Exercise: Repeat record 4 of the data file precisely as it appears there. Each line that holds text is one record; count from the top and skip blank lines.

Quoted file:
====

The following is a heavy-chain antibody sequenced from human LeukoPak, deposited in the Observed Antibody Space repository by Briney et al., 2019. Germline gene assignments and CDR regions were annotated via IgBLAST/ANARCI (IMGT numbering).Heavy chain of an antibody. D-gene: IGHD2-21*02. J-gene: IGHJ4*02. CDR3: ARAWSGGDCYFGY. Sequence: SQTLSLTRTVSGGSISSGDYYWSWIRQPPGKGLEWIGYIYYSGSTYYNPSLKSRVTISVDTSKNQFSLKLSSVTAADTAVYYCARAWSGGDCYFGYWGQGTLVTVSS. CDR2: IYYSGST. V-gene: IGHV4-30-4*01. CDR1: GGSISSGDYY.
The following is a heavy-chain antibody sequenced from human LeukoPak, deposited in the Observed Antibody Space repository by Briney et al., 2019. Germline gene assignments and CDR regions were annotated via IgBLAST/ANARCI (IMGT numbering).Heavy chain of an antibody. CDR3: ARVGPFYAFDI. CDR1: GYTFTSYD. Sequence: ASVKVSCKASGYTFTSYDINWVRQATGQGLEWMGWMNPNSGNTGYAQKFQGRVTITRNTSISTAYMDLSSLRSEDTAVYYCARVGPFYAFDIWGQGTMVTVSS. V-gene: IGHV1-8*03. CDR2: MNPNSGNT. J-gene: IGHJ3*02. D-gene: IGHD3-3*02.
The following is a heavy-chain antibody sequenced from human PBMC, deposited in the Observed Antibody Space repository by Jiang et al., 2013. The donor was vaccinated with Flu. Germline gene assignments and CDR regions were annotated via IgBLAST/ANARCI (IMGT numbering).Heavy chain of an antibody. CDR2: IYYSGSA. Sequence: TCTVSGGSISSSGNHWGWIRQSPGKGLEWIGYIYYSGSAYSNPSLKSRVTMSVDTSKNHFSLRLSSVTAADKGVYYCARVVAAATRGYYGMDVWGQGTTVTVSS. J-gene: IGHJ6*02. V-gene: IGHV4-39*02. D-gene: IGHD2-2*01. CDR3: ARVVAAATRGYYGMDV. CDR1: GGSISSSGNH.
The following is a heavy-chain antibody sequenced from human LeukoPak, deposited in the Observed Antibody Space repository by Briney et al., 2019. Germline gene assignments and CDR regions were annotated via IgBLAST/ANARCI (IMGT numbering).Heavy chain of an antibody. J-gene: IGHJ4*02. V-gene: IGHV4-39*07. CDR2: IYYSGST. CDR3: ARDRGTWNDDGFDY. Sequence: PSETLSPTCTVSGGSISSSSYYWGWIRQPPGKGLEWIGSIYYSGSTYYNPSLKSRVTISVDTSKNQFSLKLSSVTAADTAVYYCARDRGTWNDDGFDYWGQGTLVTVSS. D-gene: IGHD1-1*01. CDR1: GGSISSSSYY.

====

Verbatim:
The following is a heavy-chain antibody sequenced from human LeukoPak, deposited in the Observed Antibody Space repository by Briney et al., 2019. Germline gene assignments and CDR regions were annotated via IgBLAST/ANARCI (IMGT numbering).Heavy chain of an antibody. J-gene: IGHJ4*02. V-gene: IGHV4-39*07. CDR2: IYYSGST. CDR3: ARDRGTWNDDGFDY. Sequence: PSETLSPTCTVSGGSISSSSYYWGWIRQPPGKGLEWIGSIYYSGSTYYNPSLKSRVTISVDTSKNQFSLKLSSVTAADTAVYYCARDRGTWNDDGFDYWGQGTLVTVSS. D-gene: IGHD1-1*01. CDR1: GGSISSSSYY.